Beyond technology headlines announcing new wearable designs, curved displays and 3D printing machines, there is another research path. Researchers continue to explore how computers may learn from their own mistakes, which in and of itself will turn the chapter in the way humans interact with machines.
Namely, brainlike computers will have important consequences for applications in facial and speech recognition, navigation and planning. In August last year, IBM issued a press release saying they unveiled a software ecosystem designed for programming silicon chips that have "an architecture inspired by the function, low power, and compact volume of the brain." In September, MIT Technology Review reported that Facebook had a new research group working on "deep learning," using simulated networks of brain cells to process data.
In 2012, meanwhile, Google researchers had been able to perform an identification task without supervision. The network deployed scanned a database of 10 million images, and trained itself to recognize cats. This represented a step into a newer realm of self-taught learning. At the International Conference on Machine Learning in Edinburgh, participants heard about Google's results that computers could teach themselves to recognize cats. Their artificial neural network had successfully taught itself on its own to identify these animals. The team of scientists and programmers had connected 16,000 computer processors and used the pool of 10 million images taken from YouTube videos.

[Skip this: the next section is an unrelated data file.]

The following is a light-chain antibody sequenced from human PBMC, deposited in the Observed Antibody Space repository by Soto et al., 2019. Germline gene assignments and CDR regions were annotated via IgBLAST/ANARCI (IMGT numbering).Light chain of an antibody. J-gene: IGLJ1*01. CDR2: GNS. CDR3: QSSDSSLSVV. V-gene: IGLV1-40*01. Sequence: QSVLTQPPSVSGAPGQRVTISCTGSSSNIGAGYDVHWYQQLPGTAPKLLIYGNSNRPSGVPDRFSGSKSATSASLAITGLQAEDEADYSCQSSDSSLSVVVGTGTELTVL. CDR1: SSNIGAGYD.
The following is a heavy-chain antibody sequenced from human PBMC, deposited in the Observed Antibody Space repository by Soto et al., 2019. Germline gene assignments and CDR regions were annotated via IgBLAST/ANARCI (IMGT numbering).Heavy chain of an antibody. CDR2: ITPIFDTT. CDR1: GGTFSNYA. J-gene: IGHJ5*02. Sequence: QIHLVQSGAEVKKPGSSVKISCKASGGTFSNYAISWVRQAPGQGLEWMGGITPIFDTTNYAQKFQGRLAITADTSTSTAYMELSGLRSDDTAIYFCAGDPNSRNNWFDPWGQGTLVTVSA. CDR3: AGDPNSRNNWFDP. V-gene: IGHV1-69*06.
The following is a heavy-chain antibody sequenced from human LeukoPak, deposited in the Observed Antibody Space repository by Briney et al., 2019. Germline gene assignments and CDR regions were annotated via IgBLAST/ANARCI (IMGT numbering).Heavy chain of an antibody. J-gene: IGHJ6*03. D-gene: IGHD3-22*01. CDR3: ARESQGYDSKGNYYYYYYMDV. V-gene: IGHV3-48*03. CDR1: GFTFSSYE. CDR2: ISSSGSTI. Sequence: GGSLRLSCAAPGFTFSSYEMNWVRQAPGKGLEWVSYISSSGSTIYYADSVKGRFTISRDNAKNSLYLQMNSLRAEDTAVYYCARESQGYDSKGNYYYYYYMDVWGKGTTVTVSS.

Last month, a detailed overview in The New York Times presented an overview of research that has taken place by large technology groups such as Google as well as initiatives under way for 2014. As for newer beginnings, the report said, "IBM and Qualcomm, as well as the Stanford research team, have already designed neuromorphic processors, and Qualcomm has said that it is coming out in 2014 with a commercial version, which is expected to be used largely for further development."
(Last year, Qualcomm announced its R&D teams were working on a process that mimics the human brain and nervous system, with processors dubbed Zeroth. "Instead of preprogramming behaviors and outcomes with a lot of code, we've developed a suite of software tools that enable devices to learn as they go and get feedback from their environment.")
At IBM Research, meanwhile, researchers "are working to create a FORTRAN for neurosynaptic chips," according to Dharmendra S. Modha, principal investigator and senior manager, IBM Research. Modha, in an IBM video on building blocks for cognitive systems, remarked how much sensors, cameras, and microphones now populate earth and space. "We are inundated with realtime noisy multimodal data." In turn, today's computers are increasingly challenged, he said, by power, by volume, and by speed of response. "Cognitive computing is a new synthesis of software and silicon inspired by the brain."